I got out of there eventually, on the slave unit of a train bound for Hauser, Idaho, where I caught another train to Minneapolis, etc. and so on. You can read about all of that on here, in the archives for September of 08. I read Pilgrim steadily, in bits and pieces, as much as I could digest at one time, over the three-month course of that trip, adding in the first two Twilight books around thanksgiving, when I was stranded at a truck-stop in Arizona, because by that point I needed, if only for a moment, to escape to intensity of Annie’s brain, if I was to continue to absorb it at all. I finally read the last two chapters of Pilgrim this spring in Alaska, in Tara’s cabin, aloud by candlelight- and was completely stunned by them, and by the lessons I took from them, and closed the book feeling that I understood, for the first time in my life, the irreconcilably contrary nature of life on this planet. I then opened the book up and began to read again, from the beginning.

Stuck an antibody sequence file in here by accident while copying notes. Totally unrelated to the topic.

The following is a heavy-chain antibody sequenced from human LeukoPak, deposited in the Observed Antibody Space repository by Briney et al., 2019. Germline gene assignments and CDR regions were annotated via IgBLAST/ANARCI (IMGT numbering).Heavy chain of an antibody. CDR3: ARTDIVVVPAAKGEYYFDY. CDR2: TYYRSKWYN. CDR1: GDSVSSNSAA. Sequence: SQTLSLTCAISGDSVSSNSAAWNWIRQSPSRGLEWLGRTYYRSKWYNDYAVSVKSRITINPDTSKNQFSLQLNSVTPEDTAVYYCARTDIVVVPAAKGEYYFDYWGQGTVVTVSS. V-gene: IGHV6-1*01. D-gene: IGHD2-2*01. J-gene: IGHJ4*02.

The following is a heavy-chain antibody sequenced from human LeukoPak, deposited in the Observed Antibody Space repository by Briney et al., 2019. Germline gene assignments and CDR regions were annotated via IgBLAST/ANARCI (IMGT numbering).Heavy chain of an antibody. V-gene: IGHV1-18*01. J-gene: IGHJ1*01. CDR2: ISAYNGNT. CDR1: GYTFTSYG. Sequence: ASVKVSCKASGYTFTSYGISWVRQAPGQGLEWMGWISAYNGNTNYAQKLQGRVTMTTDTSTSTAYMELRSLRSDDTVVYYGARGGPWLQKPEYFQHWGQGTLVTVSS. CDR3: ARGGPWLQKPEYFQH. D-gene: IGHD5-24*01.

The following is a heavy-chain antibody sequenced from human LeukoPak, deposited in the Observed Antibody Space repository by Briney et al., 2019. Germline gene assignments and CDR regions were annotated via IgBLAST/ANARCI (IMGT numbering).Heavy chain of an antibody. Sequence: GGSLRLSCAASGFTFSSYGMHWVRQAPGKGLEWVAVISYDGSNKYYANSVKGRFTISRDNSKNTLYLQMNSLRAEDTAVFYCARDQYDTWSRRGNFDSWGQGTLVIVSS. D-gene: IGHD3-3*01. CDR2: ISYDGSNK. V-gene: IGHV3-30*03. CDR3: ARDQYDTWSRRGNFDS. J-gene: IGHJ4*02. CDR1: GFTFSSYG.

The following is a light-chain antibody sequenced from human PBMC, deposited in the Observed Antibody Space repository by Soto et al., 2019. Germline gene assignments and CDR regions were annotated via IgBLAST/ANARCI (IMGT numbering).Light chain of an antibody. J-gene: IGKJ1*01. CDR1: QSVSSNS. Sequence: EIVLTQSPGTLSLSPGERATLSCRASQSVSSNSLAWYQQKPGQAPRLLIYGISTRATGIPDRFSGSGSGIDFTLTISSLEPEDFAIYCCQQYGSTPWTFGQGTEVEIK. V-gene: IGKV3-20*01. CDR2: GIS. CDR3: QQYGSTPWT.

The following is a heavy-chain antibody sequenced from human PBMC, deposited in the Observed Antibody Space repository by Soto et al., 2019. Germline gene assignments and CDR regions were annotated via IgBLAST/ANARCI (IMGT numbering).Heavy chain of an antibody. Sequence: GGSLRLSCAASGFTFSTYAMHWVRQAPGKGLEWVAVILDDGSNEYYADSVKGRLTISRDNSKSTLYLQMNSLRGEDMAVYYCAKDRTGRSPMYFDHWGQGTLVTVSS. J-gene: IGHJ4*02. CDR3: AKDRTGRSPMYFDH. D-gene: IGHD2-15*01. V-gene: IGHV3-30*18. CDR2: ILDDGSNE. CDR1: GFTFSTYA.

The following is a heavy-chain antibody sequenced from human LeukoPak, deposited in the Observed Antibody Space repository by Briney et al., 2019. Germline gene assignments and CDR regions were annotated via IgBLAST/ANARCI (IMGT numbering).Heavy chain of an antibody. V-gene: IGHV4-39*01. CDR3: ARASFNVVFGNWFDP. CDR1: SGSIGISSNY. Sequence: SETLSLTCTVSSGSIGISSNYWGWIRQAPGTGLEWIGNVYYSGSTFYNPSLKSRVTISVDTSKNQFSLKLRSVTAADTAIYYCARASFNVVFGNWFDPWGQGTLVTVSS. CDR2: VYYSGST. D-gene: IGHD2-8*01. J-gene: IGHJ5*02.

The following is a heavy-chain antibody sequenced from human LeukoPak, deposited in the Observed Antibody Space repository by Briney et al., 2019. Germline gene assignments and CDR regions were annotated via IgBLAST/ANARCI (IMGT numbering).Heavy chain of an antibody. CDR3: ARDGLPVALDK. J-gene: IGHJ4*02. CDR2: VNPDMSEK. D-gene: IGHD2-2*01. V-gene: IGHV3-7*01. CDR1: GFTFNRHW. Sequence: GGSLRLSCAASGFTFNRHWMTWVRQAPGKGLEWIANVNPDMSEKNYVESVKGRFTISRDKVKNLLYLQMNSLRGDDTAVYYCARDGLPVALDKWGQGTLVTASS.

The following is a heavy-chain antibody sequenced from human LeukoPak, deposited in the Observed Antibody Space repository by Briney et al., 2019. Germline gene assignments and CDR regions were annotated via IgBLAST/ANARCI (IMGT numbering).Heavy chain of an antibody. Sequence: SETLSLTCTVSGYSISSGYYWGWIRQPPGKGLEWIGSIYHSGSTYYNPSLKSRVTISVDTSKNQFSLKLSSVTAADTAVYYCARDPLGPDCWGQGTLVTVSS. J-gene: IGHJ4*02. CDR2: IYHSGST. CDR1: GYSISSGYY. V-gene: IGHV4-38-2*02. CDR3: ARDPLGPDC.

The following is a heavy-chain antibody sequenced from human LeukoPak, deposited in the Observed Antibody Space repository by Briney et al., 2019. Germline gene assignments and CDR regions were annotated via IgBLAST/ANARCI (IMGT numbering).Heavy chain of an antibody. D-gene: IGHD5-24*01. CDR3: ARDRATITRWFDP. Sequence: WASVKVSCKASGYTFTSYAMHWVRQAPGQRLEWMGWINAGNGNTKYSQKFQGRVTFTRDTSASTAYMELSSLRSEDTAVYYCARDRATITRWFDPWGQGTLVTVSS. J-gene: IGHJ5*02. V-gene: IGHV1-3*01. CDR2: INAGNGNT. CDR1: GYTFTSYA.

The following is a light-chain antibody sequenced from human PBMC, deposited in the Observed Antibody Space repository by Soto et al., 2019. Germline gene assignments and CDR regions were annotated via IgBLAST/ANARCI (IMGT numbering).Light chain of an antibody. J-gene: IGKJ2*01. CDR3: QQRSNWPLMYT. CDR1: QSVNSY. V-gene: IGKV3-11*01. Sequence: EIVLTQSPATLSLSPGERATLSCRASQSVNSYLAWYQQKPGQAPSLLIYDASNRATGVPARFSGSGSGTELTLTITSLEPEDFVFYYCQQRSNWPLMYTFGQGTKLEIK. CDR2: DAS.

Mixed in with all of this, of course, are Annie’s other books, which I have read, or read pieces of, or which wait patiently on my bookshelf, with all the other unread books. I have sought out others who are preoccupied with her writing, I have bonded with strangers solely on our affection for it. I have slipped her into this blog almost constantly. The only thing I haven’t done, is written her a letter directly. Sometimes I think about it. The earth spins, this and that happens, time passes, Annie Dillard gets older. What if I never get the chance to be her penpal? There are other weird connections to her in my life- several of my friends went to private highschool in New Hampshire with her kid, who is my age, and rides freight trains, and other strange coincidences, all of it making the line between Pulitzer-prize winning celebrity and simple humanness a little blurred and indistinct. And what to do with all of this? What to do with the way I feel about her writing? The only thing I can think of is to read and re-read it, and stretch out the unread bits like special, finite treats, and mourn our own mortality, as humans, if only because it means that something as incredible as Annie’s writing has an end, and one day there will be no more of it.